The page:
Bacterial cells avoid lysis in response to hypoosmotic shock through the opening of the mechanosensitive channel MscL. Upon channel opening, MscL is thought to expand in the plane of the membrane and form a large pore with an estimated diameter of 3-4 nm. Here, we set out to analyze the closed and open structure of cell-free MscL. To this end, we characterized the function and structure of wild-type MscL and a mutant form of the protein (G22N MscL) that spontaneously adopts an open substate. Patchclamp analysis of MscL that had been reconstituted into liposomes revealed that wild-type MscL was activated only by mechanical stimuli, whereas G22N MscL displayed spontaneous opening to the open substate. In accord with these results, Ca2+ influx into G22N MscL-containing liposomes occurred in the absence of mechanical stimulation. The electrophoretic migration of chemically cross-linked G22N MscL was slower than that of cross-linked wild-type MscL, suggesting that G22N MscL is in an expanded form. Finally, electron microscopy using low-angle rotary shadowing revealed the presence of a pore at the center of G22N MscL. No pore could be detected in wild-type MscL. However, wild-type MscL possessed a protrusion at one end, which was absent in G22N MscL. The deletion of carboxyl-terminal 27 residues resulted in the loss of protrusion and proper multimerization. The structures of wild-type and G22N MscL reveal that the opening of MscL is accompanied by the dissociation of a carboxyl-terminal protrusion and pore formation.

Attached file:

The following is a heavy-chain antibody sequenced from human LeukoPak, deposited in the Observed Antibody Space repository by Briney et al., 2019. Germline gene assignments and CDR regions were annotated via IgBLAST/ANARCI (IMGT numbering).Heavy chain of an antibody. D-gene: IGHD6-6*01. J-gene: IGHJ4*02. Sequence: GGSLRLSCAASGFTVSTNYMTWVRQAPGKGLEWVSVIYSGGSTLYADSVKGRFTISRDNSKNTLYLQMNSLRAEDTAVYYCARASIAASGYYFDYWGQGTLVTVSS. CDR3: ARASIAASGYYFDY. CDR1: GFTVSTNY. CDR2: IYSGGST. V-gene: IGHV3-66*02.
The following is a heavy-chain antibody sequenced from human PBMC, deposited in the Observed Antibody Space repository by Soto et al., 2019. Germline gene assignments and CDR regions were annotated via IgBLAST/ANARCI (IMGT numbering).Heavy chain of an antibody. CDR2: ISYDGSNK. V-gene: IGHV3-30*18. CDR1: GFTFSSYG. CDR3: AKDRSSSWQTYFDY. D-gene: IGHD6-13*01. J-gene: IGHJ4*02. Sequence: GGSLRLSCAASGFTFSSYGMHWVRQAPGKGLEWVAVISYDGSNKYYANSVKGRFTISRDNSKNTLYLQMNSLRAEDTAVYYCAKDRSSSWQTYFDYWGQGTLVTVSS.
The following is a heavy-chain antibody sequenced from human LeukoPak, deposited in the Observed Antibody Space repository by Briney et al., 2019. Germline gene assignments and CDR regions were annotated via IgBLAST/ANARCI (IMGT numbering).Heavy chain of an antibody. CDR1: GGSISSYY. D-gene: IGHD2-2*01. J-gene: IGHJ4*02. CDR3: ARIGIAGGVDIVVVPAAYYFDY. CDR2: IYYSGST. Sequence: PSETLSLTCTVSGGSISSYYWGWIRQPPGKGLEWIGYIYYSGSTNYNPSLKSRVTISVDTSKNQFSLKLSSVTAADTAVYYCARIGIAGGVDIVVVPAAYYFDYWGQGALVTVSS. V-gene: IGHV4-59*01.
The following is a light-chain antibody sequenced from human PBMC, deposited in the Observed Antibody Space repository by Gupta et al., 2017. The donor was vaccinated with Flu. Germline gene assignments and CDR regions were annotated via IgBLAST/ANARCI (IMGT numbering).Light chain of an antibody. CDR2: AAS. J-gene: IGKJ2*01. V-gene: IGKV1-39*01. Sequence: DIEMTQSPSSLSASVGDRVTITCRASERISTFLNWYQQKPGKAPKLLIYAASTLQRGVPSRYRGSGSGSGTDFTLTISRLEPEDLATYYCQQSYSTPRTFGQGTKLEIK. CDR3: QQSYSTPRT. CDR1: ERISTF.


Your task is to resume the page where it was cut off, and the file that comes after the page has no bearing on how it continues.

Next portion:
|ジャーナル||Proceedings of the National Academy of Sciences of the United States of America|
|出版ステータス||Published - 2008 3月 25|
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